Asperger's Syndrome

Asperger's syndrome (or disorder) was named for the Viennese pediatrician who first described it in the 1940s. Since then it has been described as high-functioning autism, considered a milder form of autism, and even dubbed a disability with a "dash of autism."

Originally classified as a separate disorder, it is now considered to be a located on the autism spectrum. While it shares many of the same characteristics of classic autism, there are key elements that distinguish Asperger's syndrome. Autism is usually diagnosed in early childhood due in a large part to delays in cognitive development. Asperger's, on the other hand, often is not diagnosed until much later – sometimes not until adulthood. Individuals with Asperger's are of average or above average intelligence. It is their difficulties with social interactions and communications that can lead to diagnosis.

Other indicators of Asperger's syndrome include:

  • Wanting to fit in socially, but lacking understanding of conventional social norms
  • Failure to understand gestures, sarcasm, irony, or humor
  • Lack of empathy and limited eye contact
  • Robotic, monotone, overly loud, or high-pitched language
  • Obsessive knowledge of selective categories of information, but inability to grasp abstract concepts

Diagnosing Asperger's Syndrome

Diagnoses of Asperger's disorder has increased in recent years. Whether this is due to an increased incidence or better awareness of the syndrome is unclear. While the disability is similar to autism, an individual must have normal language development and be of at least average intelligence to receive a diagnosis of Asperger's Syndrome.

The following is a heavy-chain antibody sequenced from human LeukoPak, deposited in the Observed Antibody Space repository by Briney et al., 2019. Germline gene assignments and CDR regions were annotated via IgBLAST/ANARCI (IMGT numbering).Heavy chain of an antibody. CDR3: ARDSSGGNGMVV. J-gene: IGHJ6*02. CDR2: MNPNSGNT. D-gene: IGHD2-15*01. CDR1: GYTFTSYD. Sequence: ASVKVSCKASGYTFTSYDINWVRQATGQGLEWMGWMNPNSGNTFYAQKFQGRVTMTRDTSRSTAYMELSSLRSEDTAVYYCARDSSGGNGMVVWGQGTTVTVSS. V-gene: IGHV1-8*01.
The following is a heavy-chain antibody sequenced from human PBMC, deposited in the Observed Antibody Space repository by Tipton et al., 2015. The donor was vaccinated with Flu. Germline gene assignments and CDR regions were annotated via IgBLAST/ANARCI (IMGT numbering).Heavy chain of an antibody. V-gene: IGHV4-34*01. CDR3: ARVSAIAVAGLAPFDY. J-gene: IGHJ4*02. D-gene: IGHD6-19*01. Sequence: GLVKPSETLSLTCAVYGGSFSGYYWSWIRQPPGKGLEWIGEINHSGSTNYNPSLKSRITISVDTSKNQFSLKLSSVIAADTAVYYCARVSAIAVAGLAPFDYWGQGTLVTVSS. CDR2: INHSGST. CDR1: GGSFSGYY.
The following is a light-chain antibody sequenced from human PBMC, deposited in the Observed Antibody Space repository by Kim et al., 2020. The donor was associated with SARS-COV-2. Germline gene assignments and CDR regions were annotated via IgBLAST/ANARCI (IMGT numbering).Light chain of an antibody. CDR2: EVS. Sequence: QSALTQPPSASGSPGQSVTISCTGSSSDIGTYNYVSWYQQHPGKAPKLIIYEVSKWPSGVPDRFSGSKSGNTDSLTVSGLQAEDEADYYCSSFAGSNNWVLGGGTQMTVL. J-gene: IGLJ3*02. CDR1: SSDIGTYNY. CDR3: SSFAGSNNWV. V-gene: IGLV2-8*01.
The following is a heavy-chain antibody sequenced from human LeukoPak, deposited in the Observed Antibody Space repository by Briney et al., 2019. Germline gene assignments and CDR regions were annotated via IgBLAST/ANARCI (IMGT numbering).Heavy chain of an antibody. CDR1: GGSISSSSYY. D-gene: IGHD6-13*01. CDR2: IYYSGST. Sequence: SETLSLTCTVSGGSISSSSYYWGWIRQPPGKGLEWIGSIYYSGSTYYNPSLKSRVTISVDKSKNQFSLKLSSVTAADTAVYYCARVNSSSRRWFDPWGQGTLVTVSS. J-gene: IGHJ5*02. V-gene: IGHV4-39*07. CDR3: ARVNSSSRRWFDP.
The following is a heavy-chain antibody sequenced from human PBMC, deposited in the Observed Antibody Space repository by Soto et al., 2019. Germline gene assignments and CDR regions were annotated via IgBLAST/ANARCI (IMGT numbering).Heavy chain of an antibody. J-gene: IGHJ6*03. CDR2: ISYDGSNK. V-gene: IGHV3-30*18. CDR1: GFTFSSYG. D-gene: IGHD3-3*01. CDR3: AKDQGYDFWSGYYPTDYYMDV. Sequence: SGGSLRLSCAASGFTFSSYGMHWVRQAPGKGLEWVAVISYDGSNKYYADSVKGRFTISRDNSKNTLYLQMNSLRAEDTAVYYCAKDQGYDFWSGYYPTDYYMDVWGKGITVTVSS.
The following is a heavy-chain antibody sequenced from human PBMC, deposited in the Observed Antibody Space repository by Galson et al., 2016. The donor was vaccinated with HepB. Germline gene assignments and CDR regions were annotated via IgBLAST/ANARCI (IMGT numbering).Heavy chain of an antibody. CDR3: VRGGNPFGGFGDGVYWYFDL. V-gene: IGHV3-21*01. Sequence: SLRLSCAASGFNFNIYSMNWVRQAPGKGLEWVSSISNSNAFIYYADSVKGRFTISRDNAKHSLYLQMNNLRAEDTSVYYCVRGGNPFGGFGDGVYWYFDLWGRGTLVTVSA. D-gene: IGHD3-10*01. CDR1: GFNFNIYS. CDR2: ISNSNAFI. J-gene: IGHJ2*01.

The American Psychiatric Association states that the following criteria must be met in order to diagnose an individual with Asperger's Syndrome:

  1. Severe and sustained impairment in social interaction
  2. Development of restricted, repetitive patterns of behavior, interests, and activities
  3. Such activities and behavior cause clinically significant impairment in social, occupational, or other important areas of functioning

Treatment for Asperger's Disorder

There is no "cure" for Asperger's syndrome. Instead, individuals with the disorder have found that a combination of treatments works best to address and live with the disorder. These treatments include:

  • Cognitive behavioral therapy
  • Social skills training classes either one-on-one or in a group environment
  • Occupational and physical therapy
  • Medications such as selective serotonin reuptake inhibitors (SSRIs), antipsychotics, and stimulants

Possibility of Early Detection

As with most ASD disabilities, it is generally thought that early detection of Asperger's syndrome provides the best chance for effective treatment. Recent CDC findings as well international medical journals have suggested a link between a family history of autoimmune disease and the predisposition for disorders on the autistic spectrum, including Asperger's.

Anecdotal evidence from experts in reproductive immunology suggests a maternal inflammatory flare during the second trimester of pregnancy may increase the risk of having a child with ASD. A history of miscarriages and the existence of a sibling diagnosed with autism or Asperger's appears to impact the risk as well.

Currently, as one of the world's top infertility treatment centers, Braverman Reproductive Immunology is moderating a discussion forum on the possible connections of fetal predisposition detection, miscarriages, and autistic development. Women who are concerned about the risk of autism in future children due to a previous history of miscarriage, as well as women who have a child diagnosed with ASD, are encouraged to join the dialog.

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